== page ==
Even though it was only a scrimmage that few others were taking seriously, Kyle Cuffe Jr. was still smiling.
After all, the 30-minute game played by members of the Kansas men's basketball team at Allen Fieldhouse on Wednesday was one of the few times Cuffe has been able to play in anything resembling a competitive outing in what he said was "probably two or three years."
"I redshirted last year and it was COVID the year before," Cuffe said. "I haven't played in an actual game in a while."
A 6-foot-2, 180-pound guard from New York, Cuffe did not suit up for the Jayhawks during their run to the national championship last season. The only time he had a ball in his hands was during pregame warmups, when he would serve as a rebounder or passer for those who were playing and, if the occasion struck, take a shot or two himself.
His high school, Blair Academy in Blairstown, New Jersey, played just two games during the 2020-21 season because of the pandemic, meaning Cuffe's last significant stretch playing in games that mattered was before the coronavirus forced the world to pause in spring 2020.
A four-star prospect who reclassified to join Kansas last summer, Cuffe redshirted because he was essentially a high school senior who was recovering from arthroscopic knee surgery in September. His path to playing time was blocked by the Jayhawks' starting frontcourt of Dajuan Harris Jr., Ochai Agbaji and Christian Braun and top backups Remy Martin, Jalen Coleman-Lands, Joe Yesufu and fellow freshman Bobby Pettiford.
"He may be further along than what he thought he would be, but he’s not ready to be an impact player for us, especially early in the season," coach Bill Self said after the decision for Cuffe to redshirt was made.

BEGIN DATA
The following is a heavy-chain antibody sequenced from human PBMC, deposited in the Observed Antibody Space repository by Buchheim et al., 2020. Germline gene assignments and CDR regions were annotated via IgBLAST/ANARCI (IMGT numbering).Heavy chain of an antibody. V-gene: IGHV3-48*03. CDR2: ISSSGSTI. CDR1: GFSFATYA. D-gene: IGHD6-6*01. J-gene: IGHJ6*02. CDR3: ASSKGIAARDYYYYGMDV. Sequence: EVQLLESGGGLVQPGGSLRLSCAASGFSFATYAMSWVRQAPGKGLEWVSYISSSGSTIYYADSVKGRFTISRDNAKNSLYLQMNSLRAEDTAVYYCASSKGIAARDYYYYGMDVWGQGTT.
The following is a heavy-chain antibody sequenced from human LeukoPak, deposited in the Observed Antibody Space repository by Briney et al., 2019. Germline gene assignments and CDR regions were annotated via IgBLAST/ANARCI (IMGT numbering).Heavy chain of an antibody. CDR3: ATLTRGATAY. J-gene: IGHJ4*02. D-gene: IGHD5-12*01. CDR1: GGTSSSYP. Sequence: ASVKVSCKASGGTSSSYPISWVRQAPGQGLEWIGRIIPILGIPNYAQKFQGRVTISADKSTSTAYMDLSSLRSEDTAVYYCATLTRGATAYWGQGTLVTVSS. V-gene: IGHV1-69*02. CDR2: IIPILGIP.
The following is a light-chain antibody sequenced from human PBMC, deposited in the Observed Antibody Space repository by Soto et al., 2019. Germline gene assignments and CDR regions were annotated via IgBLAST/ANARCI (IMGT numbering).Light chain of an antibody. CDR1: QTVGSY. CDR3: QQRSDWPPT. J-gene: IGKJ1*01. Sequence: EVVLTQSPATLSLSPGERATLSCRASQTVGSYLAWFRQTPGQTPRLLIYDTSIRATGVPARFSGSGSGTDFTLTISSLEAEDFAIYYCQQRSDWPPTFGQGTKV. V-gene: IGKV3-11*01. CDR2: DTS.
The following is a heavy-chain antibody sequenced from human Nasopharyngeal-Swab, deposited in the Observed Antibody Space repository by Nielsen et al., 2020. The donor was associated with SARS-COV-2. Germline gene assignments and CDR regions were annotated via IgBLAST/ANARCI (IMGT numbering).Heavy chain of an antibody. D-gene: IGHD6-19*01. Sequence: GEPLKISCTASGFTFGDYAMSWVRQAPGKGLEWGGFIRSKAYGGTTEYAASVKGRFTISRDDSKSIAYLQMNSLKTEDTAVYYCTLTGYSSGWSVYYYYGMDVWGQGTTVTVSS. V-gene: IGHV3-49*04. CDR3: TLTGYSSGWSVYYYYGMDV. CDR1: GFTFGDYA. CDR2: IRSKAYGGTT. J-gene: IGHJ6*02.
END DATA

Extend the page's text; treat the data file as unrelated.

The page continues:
Cuffe said following the victory parade in April that "practicing against those guys all the time got me way better." Although Agbaji, Braun, Martin and Coleman-Lands have departed, Harris, Yesufu and Pettiford will return.
Kansas also added a pair of high school all-America guards in Gradey Dick and M.J. Rice and welcomed Texas Tech transfer Kevin McCullar, who averaged 10.1 points, 4.6 rebounds and a team-high 3.1 assists last season.
It seemed plausible that Cuffe, who among others had scholarship offers from UConn, UCLA, Providence, Seton Hall and St. John's, his father's alma mater, would have decided to transfer after last season.
Instead, he has decided to remain in Lawrence — "I'm 100% in," he said at the parade — and prove that he's worthy of taking the court for the Jayhawks.
"I'll approach my season a little different from everybody else," Cuffe said. "I've got to still prove myself on that defensive end. That's where I know I'm going to get my minutes from, so that's what I've got to do in order to really get on the floor and shine. All the offensive stuff is going to come. I'm worried about the defensive stuff."
And while Cuffe said sitting out has been "mentally challenging," his focus has been on trying to train so he'll be ready when the season begins in the fall.
That includes the pick-up scrimmages like the one held in front of several hundred youth campers — one that his team won and, he joked, made him "2-for-3 so far" in similar games this offseason.
"I've just got to keep focusing and staying locked in, getting in the gym as much as I can," Cuffe said. "Still working out. Still having fun with the game, but I haven't played in an actual game in forever, so just this year, hopefully getting back out there and getting to play again, that's going to be fun."